The government would still pay for the poorest pupils, those whose parents are on benefits or earn under £16,000-a-year, to have free hot lunches. And schools could still provide hot lunches for the others but ask their parents to pay. But without as much money coming from the government, the sums just won't add up any more, Collett said. She will have to close the kitchen. Four staff will have to be made redundant. And two other schools in the area which Haddenham St Mary’s currently supplies with home meals will also go without.
A Conservative spokesman said: "Our plans guarantee that every primary school child will have access to a free breakfast at school, which experts say provides the same benefits as a free lunch, and we'll continue to ensure school lunches are free for those who need them. So the poorest children will get not one but two free school meals per day."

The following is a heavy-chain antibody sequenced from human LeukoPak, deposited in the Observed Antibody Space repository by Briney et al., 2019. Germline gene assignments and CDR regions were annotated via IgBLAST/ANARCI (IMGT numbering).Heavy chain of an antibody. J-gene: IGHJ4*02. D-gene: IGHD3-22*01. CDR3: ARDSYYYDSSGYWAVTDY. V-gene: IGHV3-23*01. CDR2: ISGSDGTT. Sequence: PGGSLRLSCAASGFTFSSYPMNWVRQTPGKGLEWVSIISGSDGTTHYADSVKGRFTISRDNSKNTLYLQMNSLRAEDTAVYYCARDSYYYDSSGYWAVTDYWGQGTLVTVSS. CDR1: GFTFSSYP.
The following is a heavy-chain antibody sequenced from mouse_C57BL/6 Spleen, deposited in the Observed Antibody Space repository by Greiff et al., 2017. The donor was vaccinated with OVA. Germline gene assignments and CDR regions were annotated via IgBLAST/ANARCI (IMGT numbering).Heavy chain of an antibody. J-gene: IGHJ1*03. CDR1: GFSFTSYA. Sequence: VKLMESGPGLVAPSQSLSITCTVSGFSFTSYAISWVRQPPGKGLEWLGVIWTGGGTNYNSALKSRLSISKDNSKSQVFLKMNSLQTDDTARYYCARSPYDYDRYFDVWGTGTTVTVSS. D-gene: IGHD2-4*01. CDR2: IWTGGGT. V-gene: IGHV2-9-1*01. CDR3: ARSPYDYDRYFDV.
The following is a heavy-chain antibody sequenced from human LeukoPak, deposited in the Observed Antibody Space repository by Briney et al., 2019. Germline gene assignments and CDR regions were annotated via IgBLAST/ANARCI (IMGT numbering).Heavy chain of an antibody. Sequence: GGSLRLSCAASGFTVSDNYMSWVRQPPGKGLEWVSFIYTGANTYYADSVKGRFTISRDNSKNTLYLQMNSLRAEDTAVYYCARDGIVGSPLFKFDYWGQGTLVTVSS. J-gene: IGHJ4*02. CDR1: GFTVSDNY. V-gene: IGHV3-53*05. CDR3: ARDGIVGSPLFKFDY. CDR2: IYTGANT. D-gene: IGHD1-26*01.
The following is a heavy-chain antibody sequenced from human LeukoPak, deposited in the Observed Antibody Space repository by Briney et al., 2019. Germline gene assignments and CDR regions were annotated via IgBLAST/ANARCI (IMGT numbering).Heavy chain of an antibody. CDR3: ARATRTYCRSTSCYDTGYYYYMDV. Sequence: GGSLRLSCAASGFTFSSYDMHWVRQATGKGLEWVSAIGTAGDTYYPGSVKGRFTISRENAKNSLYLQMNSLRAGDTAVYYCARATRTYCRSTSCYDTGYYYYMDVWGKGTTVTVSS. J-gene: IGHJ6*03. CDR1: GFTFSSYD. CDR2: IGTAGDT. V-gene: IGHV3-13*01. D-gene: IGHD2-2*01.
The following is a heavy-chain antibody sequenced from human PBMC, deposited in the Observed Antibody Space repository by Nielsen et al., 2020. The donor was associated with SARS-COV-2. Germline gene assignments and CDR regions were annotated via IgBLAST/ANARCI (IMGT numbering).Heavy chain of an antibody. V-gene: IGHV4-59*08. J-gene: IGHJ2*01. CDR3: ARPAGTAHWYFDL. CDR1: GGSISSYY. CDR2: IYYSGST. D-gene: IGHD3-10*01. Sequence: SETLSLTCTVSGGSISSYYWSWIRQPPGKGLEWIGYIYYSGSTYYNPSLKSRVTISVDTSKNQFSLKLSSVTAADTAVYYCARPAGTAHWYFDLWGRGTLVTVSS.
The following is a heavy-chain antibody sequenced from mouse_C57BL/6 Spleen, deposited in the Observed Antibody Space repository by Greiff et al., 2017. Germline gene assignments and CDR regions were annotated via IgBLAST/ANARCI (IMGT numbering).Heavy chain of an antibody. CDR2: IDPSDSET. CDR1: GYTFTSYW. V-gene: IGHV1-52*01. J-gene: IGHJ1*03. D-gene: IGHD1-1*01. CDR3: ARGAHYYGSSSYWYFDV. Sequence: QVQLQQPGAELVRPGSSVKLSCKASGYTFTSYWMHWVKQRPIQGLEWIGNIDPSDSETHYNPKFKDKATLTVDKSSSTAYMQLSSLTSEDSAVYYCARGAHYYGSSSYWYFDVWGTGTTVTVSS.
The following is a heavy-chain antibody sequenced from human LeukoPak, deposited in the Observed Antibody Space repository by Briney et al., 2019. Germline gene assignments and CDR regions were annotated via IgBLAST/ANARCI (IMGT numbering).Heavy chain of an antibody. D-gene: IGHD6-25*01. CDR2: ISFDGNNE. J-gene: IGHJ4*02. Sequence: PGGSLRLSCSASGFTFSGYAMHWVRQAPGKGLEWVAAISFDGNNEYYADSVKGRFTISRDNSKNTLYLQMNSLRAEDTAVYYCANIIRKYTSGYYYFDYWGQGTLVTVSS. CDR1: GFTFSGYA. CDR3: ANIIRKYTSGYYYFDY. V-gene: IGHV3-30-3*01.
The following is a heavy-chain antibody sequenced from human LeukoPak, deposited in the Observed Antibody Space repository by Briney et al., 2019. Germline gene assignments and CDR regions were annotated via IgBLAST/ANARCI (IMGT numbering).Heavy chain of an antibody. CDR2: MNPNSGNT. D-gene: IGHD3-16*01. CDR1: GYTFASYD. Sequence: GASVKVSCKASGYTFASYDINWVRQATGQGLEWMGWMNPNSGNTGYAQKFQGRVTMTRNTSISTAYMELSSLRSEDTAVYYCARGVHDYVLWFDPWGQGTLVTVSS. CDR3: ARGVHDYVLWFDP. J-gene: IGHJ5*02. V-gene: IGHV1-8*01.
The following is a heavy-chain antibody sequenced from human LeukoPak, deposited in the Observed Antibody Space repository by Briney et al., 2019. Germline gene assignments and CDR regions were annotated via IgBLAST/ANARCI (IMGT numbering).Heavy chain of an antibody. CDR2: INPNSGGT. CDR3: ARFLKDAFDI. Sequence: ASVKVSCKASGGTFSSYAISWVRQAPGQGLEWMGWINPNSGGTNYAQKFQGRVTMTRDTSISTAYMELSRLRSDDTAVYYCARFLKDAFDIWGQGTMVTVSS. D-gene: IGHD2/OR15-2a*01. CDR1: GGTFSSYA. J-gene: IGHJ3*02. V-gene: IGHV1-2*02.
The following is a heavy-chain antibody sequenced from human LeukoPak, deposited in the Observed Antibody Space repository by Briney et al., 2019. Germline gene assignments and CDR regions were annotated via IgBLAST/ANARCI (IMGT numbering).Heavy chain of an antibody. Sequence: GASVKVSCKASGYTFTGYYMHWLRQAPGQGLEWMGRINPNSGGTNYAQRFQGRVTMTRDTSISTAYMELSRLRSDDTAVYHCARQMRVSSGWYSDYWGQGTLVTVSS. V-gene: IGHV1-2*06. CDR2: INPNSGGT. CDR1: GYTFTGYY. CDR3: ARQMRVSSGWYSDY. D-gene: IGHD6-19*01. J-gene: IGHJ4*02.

The Tories’ decision to pledge universal free lunches, only three years after it was introduced by David Cameron’s coalition government, is one of the most controversial policies in a manifesto that Theresa May said had not ducked the “hard decisions” required to confront Britain’s economic and social challenges.
Supporters of universal free lunches claim the new approach will not save as much money as the Conservatives think, while causing huge disruption for schools that installed and upgraded facilities only recently, add to the financial burden on families that are struggling to make ends meet, and undermine the pupils’ health and educational attainment.
Henry Dimbleby, founder of the Leon restaurant chain, who wrote a landmark government report in 2012 that led to the introduction of free school lunches, told BuzzFeed News the policy will be a “blueprint for chaos”.